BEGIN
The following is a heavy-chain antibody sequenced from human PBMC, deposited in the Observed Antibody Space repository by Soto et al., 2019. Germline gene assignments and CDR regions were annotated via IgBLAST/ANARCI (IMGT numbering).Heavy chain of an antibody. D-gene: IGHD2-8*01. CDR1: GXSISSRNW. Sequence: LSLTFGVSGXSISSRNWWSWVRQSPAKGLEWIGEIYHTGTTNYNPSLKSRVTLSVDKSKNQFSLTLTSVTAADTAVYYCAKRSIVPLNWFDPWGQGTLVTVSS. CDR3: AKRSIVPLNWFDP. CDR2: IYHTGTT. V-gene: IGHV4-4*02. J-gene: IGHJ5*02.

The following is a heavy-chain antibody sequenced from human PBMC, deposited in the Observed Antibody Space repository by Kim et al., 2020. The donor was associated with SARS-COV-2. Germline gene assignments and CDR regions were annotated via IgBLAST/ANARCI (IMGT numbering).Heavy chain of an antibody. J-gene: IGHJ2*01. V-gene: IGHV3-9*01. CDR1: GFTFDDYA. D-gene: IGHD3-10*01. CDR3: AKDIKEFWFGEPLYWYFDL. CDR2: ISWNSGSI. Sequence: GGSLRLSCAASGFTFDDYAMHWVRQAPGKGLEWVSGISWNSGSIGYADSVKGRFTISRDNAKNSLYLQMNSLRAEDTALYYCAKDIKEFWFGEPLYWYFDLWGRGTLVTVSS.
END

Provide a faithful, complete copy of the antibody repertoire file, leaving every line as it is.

The following is a heavy-chain antibody sequenced from human PBMC, deposited in the Observed Antibody Space repository by Soto et al., 2019. Germline gene assignments and CDR regions were annotated via IgBLAST/ANARCI (IMGT numbering).Heavy chain of an antibody. D-gene: IGHD2-8*01. CDR1: GXSISSRNW. Sequence: LSLTFGVSGXSISSRNWWSWVRQSPAKGLEWIGEIYHTGTTNYNPSLKSRVTLSVDKSKNQFSLTLTSVTAADTAVYYCAKRSIVPLNWFDPWGQGTLVTVSS. CDR3: AKRSIVPLNWFDP. CDR2: IYHTGTT. V-gene: IGHV4-4*02. J-gene: IGHJ5*02.

The following is a heavy-chain antibody sequenced from human PBMC, deposited in the Observed Antibody Space repository by Kim et al., 2020. The donor was associated with SARS-COV-2. Germline gene assignments and CDR regions were annotated via IgBLAST/ANARCI (IMGT numbering).Heavy chain of an antibody. J-gene: IGHJ2*01. V-gene: IGHV3-9*01. CDR1: GFTFDDYA. D-gene: IGHD3-10*01. CDR3: AKDIKEFWFGEPLYWYFDL. CDR2: ISWNSGSI. Sequence: GGSLRLSCAASGFTFDDYAMHWVRQAPGKGLEWVSGISWNSGSIGYADSVKGRFTISRDNAKNSLYLQMNSLRAEDTALYYCAKDIKEFWFGEPLYWYFDLWGRGTLVTVSS.